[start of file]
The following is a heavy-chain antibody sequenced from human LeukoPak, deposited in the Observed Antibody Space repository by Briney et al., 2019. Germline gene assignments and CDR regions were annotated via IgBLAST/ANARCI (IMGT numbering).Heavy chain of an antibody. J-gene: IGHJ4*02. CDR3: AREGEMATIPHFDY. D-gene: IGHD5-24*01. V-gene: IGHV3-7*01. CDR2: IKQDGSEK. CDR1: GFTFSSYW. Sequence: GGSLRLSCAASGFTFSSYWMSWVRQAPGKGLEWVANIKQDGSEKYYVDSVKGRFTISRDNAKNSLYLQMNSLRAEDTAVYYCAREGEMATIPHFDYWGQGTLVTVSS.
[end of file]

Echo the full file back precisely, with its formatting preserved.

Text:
The following is a heavy-chain antibody sequenced from human LeukoPak, deposited in the Observed Antibody Space repository by Briney et al., 2019. Germline gene assignments and CDR regions were annotated via IgBLAST/ANARCI (IMGT numbering).Heavy chain of an antibody. J-gene: IGHJ4*02. CDR3: AREGEMATIPHFDY. D-gene: IGHD5-24*01. V-gene: IGHV3-7*01. CDR2: IKQDGSEK. CDR1: GFTFSSYW. Sequence: GGSLRLSCAASGFTFSSYWMSWVRQAPGKGLEWVANIKQDGSEKYYVDSVKGRFTISRDNAKNSLYLQMNSLRAEDTAVYYCAREGEMATIPHFDYWGQGTLVTVSS.